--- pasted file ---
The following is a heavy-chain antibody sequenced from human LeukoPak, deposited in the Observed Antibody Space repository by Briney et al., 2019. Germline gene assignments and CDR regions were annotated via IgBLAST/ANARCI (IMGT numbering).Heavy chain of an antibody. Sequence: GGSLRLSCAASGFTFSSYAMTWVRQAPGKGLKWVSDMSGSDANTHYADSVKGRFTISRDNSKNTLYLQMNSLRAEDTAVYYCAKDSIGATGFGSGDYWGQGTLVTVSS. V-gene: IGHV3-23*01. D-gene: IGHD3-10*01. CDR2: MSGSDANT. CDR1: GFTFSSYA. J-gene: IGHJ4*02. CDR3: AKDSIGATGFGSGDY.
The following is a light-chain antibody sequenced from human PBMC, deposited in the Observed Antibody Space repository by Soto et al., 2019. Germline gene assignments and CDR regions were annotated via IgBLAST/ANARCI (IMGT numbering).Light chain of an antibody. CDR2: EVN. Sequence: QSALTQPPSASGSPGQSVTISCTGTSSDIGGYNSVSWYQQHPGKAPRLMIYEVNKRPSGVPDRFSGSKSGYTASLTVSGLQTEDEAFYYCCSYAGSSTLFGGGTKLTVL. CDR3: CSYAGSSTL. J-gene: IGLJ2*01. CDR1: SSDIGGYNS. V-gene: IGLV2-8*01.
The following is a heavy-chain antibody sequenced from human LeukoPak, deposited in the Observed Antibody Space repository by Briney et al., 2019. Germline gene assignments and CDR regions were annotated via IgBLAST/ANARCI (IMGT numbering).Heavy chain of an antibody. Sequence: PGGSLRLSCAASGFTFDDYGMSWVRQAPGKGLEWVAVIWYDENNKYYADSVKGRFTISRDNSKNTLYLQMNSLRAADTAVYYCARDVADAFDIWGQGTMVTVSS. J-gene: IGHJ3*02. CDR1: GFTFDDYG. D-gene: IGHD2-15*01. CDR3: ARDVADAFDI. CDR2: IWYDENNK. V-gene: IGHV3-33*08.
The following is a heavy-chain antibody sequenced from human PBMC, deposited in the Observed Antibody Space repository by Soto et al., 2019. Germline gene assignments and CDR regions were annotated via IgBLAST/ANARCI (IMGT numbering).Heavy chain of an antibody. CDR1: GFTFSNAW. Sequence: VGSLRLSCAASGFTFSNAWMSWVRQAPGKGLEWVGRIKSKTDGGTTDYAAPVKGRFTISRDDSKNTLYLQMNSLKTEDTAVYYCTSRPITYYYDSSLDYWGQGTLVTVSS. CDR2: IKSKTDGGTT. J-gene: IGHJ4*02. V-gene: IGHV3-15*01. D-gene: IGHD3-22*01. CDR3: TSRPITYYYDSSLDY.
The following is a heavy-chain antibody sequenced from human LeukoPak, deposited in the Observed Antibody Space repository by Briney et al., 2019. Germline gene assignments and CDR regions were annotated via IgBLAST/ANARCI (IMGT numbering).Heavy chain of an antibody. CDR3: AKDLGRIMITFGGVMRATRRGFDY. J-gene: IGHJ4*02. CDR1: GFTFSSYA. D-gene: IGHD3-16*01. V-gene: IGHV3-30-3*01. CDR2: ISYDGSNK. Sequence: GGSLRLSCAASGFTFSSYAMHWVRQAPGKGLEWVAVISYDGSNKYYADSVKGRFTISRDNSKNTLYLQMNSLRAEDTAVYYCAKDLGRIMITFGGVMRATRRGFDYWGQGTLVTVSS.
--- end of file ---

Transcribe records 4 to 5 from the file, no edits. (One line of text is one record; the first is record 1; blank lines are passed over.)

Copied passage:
The following is a heavy-chain antibody sequenced from human PBMC, deposited in the Observed Antibody Space repository by Soto et al., 2019. Germline gene assignments and CDR regions were annotated via IgBLAST/ANARCI (IMGT numbering).Heavy chain of an antibody. CDR1: GFTFSNAW. Sequence: VGSLRLSCAASGFTFSNAWMSWVRQAPGKGLEWVGRIKSKTDGGTTDYAAPVKGRFTISRDDSKNTLYLQMNSLKTEDTAVYYCTSRPITYYYDSSLDYWGQGTLVTVSS. CDR2: IKSKTDGGTT. J-gene: IGHJ4*02. V-gene: IGHV3-15*01. D-gene: IGHD3-22*01. CDR3: TSRPITYYYDSSLDY.
The following is a heavy-chain antibody sequenced from human LeukoPak, deposited in the Observed Antibody Space repository by Briney et al., 2019. Germline gene assignments and CDR regions were annotated via IgBLAST/ANARCI (IMGT numbering).Heavy chain of an antibody. CDR3: AKDLGRIMITFGGVMRATRRGFDY. J-gene: IGHJ4*02. CDR1: GFTFSSYA. D-gene: IGHD3-16*01. V-gene: IGHV3-30-3*01. CDR2: ISYDGSNK. Sequence: GGSLRLSCAASGFTFSSYAMHWVRQAPGKGLEWVAVISYDGSNKYYADSVKGRFTISRDNSKNTLYLQMNSLRAEDTAVYYCAKDLGRIMITFGGVMRATRRGFDYWGQGTLVTVSS.